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Last updated 22 Mar 2021
In the United States, states’ rights refers directly to the powers that a reserved exclusively for the states rather than the Federal Government. These are sometimes referred to as reserved powers.
States can claim powers under the 10th Amendment which states that ‘powers not delegated to the US by the Constitution, nor prohibited by it to the states, are reserved to the States respectively’
Some typical powers that states have include the issuing of licenses, regulation of intrastate matters, conduct elections, establish layers of local government, ratify amendments to the constitution, provide education and healthcare to the state populations and provide law and order.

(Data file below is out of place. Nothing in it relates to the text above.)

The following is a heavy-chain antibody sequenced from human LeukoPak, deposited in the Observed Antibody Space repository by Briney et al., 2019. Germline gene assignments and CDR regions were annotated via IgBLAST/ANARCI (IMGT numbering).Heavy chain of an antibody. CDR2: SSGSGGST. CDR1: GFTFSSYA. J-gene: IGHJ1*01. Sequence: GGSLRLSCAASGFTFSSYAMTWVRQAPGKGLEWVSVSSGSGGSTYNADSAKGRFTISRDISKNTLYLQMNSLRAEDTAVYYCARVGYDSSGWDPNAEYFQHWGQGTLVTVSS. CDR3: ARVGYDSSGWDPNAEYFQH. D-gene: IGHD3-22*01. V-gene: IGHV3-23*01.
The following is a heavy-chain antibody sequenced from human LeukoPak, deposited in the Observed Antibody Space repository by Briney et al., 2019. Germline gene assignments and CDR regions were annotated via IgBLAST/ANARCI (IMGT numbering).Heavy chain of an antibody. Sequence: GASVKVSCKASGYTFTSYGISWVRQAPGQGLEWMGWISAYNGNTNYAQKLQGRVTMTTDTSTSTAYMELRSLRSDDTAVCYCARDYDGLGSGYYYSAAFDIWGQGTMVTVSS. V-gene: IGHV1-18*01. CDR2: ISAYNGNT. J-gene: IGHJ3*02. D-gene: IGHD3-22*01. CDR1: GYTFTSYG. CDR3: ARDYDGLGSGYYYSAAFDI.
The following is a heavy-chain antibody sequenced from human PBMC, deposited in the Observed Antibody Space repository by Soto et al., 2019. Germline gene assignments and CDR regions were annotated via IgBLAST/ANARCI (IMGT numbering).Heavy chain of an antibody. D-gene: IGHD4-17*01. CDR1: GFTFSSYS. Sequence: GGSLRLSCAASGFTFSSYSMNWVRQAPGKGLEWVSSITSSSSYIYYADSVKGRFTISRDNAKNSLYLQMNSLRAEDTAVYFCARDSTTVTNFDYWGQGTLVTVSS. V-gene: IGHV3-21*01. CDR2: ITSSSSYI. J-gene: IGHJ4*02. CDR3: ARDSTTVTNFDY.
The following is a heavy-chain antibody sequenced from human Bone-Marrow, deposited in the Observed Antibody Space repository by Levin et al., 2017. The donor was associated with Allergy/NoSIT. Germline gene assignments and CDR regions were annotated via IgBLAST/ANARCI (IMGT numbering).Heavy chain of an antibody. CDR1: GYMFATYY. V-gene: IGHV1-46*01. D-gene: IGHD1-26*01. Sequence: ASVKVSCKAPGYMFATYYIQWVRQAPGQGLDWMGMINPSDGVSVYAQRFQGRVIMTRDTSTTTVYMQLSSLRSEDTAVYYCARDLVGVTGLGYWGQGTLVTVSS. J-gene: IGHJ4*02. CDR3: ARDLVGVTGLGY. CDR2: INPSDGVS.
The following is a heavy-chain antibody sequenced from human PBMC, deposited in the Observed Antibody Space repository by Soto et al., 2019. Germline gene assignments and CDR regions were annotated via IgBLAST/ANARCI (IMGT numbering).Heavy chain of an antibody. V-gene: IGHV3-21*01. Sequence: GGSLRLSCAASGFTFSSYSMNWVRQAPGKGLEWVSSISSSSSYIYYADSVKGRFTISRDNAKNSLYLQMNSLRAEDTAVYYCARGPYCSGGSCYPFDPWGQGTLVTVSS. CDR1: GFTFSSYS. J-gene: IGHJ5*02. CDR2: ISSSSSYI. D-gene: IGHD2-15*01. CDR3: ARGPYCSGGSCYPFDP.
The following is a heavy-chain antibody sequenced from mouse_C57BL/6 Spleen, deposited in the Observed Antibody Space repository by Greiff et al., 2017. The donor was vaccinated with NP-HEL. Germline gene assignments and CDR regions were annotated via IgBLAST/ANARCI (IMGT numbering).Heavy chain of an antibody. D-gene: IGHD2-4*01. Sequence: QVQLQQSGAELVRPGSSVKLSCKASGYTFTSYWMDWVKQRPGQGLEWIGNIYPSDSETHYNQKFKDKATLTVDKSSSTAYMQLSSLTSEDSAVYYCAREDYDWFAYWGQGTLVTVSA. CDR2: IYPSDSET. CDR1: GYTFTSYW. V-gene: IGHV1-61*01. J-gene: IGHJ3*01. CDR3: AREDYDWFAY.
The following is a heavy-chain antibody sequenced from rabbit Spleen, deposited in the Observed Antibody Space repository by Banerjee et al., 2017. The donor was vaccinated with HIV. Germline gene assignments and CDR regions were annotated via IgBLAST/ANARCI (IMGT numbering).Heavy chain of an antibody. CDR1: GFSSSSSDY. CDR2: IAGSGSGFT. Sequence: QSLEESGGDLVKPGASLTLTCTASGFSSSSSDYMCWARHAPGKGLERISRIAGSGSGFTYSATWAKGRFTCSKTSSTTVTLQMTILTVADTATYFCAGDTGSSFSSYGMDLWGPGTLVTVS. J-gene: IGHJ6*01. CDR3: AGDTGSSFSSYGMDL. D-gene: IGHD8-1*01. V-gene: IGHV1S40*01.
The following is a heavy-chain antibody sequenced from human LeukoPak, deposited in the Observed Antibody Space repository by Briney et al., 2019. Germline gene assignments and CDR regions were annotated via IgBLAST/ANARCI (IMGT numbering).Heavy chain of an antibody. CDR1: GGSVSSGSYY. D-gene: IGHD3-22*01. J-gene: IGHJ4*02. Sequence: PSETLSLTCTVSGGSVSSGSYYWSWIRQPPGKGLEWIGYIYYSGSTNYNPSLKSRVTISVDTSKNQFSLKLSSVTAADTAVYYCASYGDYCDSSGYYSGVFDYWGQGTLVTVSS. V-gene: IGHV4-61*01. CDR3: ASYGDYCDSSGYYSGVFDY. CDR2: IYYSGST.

This situation can give rise to certain anomalies whereby somethings are illegal in some states, but legal in others. A prime example of this is the legalisation of cannabis for recreational use. Since 2012, Washington and Colorado have legalised cannabis for this purpose, yet other states have not.
It is important to remember that through the Supremacy clause in the Constitution, federal law takes priority over states laws.